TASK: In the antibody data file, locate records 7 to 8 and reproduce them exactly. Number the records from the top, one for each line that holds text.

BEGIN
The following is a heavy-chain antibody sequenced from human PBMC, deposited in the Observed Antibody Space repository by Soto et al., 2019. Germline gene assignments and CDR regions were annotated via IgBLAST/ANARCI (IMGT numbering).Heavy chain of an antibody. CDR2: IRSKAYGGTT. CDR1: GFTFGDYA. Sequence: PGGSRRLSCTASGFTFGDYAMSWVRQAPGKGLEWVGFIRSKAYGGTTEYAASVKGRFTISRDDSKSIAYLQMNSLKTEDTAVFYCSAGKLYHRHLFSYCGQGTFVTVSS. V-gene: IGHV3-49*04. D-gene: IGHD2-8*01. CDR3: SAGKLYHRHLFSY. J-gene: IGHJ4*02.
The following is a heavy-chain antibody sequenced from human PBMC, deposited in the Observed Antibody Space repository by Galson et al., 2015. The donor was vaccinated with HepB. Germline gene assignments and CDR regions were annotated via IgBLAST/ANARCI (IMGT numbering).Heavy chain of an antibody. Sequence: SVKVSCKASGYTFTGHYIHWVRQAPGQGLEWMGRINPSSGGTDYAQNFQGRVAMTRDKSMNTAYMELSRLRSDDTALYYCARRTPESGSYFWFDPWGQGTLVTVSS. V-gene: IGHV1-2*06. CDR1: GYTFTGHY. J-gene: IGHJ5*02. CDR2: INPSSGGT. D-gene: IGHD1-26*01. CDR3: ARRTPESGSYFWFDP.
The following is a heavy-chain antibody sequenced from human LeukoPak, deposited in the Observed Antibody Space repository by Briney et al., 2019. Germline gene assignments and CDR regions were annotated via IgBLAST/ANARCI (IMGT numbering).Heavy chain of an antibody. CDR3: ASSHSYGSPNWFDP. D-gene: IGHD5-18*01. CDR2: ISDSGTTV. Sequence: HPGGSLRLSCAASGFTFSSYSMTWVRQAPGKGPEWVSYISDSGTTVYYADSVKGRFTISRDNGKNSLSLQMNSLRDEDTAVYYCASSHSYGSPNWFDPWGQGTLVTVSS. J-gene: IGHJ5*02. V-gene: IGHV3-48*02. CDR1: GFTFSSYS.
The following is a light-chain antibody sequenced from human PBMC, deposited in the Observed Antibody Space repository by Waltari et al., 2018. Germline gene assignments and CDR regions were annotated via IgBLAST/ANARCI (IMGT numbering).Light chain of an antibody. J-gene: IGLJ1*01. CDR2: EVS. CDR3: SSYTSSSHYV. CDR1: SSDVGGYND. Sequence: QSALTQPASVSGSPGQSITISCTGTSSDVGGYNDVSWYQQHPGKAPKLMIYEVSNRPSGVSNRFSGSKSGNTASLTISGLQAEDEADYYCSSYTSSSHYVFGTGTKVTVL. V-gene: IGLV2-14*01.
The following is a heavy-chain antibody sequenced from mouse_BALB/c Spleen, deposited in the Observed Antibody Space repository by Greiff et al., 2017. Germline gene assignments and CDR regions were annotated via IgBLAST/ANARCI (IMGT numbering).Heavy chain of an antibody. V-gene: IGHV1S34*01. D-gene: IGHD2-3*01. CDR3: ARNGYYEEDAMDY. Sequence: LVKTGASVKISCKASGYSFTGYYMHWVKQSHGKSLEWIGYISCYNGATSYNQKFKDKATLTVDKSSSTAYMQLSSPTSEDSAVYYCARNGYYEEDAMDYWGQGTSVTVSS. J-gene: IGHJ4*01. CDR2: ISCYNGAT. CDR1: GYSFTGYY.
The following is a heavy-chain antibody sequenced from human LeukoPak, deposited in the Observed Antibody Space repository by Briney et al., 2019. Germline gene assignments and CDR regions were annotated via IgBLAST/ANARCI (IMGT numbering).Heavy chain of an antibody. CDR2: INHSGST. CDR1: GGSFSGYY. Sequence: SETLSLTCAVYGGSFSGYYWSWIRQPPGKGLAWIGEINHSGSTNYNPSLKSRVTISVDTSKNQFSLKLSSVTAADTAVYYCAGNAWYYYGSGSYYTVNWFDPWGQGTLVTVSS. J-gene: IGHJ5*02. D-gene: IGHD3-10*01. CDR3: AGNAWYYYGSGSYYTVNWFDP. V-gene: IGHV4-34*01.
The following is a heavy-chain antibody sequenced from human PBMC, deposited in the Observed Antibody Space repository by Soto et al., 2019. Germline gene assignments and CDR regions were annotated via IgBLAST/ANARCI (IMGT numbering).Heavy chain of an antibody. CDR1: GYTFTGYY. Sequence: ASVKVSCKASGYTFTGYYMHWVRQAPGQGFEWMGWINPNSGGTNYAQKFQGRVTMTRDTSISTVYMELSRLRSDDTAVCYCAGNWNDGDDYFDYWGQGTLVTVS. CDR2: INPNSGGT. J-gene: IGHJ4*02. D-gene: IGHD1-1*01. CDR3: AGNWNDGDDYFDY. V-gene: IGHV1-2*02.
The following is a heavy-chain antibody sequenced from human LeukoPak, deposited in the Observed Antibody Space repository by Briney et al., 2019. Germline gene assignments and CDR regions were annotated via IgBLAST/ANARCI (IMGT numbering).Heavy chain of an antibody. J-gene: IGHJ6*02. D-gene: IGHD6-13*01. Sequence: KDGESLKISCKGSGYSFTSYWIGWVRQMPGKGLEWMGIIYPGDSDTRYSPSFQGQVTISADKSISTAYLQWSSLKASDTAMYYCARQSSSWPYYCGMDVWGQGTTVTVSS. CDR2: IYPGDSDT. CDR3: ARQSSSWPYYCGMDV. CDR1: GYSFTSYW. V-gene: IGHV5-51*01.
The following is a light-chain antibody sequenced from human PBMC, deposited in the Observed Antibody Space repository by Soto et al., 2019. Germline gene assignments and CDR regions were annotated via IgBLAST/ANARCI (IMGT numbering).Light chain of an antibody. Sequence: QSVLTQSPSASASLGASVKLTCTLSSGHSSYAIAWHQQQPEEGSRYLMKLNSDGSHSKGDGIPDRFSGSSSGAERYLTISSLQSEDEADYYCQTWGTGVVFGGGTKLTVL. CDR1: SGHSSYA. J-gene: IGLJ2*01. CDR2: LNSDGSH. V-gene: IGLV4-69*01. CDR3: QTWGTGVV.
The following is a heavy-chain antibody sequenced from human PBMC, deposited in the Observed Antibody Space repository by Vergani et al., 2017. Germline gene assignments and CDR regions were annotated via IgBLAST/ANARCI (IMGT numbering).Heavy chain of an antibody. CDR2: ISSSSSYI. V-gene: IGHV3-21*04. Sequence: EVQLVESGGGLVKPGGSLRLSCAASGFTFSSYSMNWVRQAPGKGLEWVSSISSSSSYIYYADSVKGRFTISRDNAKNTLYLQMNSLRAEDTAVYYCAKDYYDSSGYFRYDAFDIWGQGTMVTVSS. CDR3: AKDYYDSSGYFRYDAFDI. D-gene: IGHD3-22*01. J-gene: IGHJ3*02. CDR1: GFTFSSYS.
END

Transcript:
The following is a heavy-chain antibody sequenced from human PBMC, deposited in the Observed Antibody Space repository by Soto et al., 2019. Germline gene assignments and CDR regions were annotated via IgBLAST/ANARCI (IMGT numbering).Heavy chain of an antibody. CDR1: GYTFTGYY. Sequence: ASVKVSCKASGYTFTGYYMHWVRQAPGQGFEWMGWINPNSGGTNYAQKFQGRVTMTRDTSISTVYMELSRLRSDDTAVCYCAGNWNDGDDYFDYWGQGTLVTVS. CDR2: INPNSGGT. J-gene: IGHJ4*02. D-gene: IGHD1-1*01. CDR3: AGNWNDGDDYFDY. V-gene: IGHV1-2*02.
The following is a heavy-chain antibody sequenced from human LeukoPak, deposited in the Observed Antibody Space repository by Briney et al., 2019. Germline gene assignments and CDR regions were annotated via IgBLAST/ANARCI (IMGT numbering).Heavy chain of an antibody. J-gene: IGHJ6*02. D-gene: IGHD6-13*01. Sequence: KDGESLKISCKGSGYSFTSYWIGWVRQMPGKGLEWMGIIYPGDSDTRYSPSFQGQVTISADKSISTAYLQWSSLKASDTAMYYCARQSSSWPYYCGMDVWGQGTTVTVSS. CDR2: IYPGDSDT. CDR3: ARQSSSWPYYCGMDV. CDR1: GYSFTSYW. V-gene: IGHV5-51*01.